Every year, many NIH projects end and many others begin.  (Most only last 3 or 4 years.)  But not this year.  Because of the budget shenanigans, NIH has been forced to cut or delay funding to almost all new projects.  In other words, biomedical research that has already gone through rigorous peer review and been given top priority is on hold.  And just to be clear: these are only the best projects.  80-85% of projects submitted to NIH, many of them excellent, don’t make the cut because NIH just doesn’t have enough funding for them.

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ReadWrite on Ireland as a startup hub

There’s a brief, but interesting piece in ReadWrite entitled “Can Ireland Offer Startups Something Silicon Valley Can’t?

It’s a short, but interesting piece on how EI is positioning itself to support not just home-grown start-ups, but international ones that choose to launch or base themselves in Ireland.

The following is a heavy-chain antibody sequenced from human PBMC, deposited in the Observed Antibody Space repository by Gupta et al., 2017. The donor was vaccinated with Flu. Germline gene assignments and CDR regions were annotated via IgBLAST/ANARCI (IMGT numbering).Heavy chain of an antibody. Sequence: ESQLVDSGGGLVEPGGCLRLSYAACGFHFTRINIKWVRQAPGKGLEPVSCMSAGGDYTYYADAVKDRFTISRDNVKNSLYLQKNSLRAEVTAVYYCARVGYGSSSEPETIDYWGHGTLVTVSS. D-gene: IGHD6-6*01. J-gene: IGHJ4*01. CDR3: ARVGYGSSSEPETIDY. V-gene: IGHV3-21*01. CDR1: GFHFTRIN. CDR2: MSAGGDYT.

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New chairperson for the Irish Research Council

The Irish Times reports that Prof. Orla Feeley, a UCD research engineer, has been appointed as the chair of the Irish Research Council (IRC). The IRC is the merger of the former Irish Research Council for Science, Engineering and Technology (IRCSET) and the Irish Research Council for Humanities and Social Sciences (IRCHSS).

Orla is an SFI award holder, and conducts her research in the area of electronic circuits. She holds a 2011 SFI Principal Investigator award entitled “Nonlinear effects in circuits and systems; analysis, control and applications”.

Congratulations to Orla on this great appointment.

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Paul Graham on Startups

Paul Graham, to those unfamiliar with him, is a blogger/essayist, as well as the founder of Y Combinator, one of the most innovative (and successful) micro venture funds.